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Blood Music Paperback – July 1, 1996
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An unusual 'invasion' by intelligent smaller beings who are changing the structure and definition of 'humanity' are at the heart of Bear's classic story which has been newly reprinted in paper for new audiences. Blood Music is one of his finest works and its appearance in this new edition assures that new audiences will relish his talents. -- Midwest Book Review
About the Author
Greg Bear is one of the world's leading hard SF authors. A multiple Hugo and Nebula award winner, he sold his first short story, at the age of fifteen, to Robert Lowndes's Famous Science Fiction. His novels Blood Music and Eon are both Gollancz Masterworks. A full-time writer, he lives in Washington with his family. --This text refers to an out of print or unavailable edition of this title.
Top customer reviews
However, for my taste but maybe not for yours, the story goes to hell about 2/3 of the way in. From what felt like pretty classic hard "SF" the story transmogrifies to become way too metaphisical, new age, "force be with you" BS. Maybe it's just my age but I get along better with Day of the Triffid or even On the Beach resolutions to an end of the world story. I know some will not share my sensibilities but that's just the way I respond.
The first half of the book focuses on Virgil, a brilliant but perhaps short-sighted scientist who, in classic Sci-fi fashion, experiments on himself. The way he's written, it makes sense (to him) why he would do this. It could have been bad, but Bear makes it realistic, so my suspension of disbelief isn't taxed much at all.
The second half of the book switches between different characters, and gets into some meta-physical stuff that I think works better as a metaphor for politics than as hard science fiction. For example: at one point, Virgil is talking to the cells in his body, and he discovers that, to them, he's the universe, they're surprised there is an outside of him, but he isn't sure what they're up to, since he's only talking to the researchers, not the cells in charge.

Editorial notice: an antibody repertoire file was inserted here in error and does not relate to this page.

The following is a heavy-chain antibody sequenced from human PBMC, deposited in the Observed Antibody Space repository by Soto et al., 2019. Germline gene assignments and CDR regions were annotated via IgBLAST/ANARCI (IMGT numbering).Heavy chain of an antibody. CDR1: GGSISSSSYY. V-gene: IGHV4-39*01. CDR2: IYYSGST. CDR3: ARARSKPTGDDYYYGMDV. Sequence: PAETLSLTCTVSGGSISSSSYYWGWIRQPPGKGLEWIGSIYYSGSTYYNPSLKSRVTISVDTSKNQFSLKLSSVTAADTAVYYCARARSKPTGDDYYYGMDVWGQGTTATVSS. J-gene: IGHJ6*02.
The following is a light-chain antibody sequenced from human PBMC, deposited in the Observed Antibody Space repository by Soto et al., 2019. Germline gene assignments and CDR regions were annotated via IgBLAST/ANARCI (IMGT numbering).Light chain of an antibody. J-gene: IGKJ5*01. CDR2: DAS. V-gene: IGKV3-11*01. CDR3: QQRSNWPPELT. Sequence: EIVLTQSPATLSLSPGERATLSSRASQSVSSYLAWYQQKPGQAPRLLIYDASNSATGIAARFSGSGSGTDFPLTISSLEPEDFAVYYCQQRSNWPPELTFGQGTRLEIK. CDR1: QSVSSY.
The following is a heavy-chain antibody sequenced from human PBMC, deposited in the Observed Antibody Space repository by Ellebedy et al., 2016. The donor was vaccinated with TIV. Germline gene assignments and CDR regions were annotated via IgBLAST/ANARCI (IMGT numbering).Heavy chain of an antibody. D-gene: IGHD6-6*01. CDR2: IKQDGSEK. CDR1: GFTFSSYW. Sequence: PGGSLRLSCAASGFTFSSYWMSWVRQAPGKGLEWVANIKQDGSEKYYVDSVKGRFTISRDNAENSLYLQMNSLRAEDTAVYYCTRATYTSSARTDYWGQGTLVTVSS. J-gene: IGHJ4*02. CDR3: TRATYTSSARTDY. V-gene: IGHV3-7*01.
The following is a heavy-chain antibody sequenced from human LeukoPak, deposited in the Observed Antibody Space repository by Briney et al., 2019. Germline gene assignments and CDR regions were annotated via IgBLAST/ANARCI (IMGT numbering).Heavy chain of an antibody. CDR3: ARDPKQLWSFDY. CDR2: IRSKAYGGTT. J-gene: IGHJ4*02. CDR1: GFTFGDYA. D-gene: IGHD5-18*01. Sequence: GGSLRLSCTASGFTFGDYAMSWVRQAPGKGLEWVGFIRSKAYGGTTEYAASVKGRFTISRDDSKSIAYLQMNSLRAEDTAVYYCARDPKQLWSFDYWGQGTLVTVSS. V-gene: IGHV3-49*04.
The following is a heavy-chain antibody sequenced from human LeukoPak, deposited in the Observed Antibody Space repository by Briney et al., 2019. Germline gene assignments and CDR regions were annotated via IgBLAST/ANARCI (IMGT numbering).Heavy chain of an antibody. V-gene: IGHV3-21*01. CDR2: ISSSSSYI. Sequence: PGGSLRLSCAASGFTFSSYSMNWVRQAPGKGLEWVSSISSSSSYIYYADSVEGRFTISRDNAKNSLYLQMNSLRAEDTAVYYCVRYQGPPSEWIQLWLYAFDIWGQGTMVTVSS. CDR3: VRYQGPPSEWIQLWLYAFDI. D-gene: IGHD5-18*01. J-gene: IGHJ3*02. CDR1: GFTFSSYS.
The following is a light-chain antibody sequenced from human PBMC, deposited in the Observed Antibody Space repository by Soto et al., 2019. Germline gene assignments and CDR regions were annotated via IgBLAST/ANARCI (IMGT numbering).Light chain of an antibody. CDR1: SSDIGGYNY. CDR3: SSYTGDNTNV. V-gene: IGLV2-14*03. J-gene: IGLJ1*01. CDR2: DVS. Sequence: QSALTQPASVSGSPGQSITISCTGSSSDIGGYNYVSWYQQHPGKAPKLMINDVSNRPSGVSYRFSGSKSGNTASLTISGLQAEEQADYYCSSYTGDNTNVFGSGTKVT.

Overall, it's a good book, and it's made me think about things since I've read it. Not saying it's perfect, but I'd recommend it.
An unscrupulous scientist converts his lymphocytes to have native intelligence. The inhabitants of Earth are eventually totally affected by this fast spreading change. I did not totally understand the ending and I wonder if the author did. That said, I enjoyed the book.
This is also the second copy of the book I've bought since my first ended up a gift and I still wanted a copy in my library.
Perhaps it's Bear's concept of an integration of nanobots forming a construct that surpasses humans' capacity, perhaps its is development that an altered consciousness will create on altered world, perhaps its his playing out of a theme of transformation that rivals 2001 but Bear's Blood Music is just pleasing and thoughtful to a superior degree for me.
I bought a Book of the Month copy in great condition. If I had loads of money I might buy a first edition signed by Bear\. That ain't going to happen!
Buy hardcover to your heirs or paper for yourself.
This is a great book worth reading, keeping, and reading again.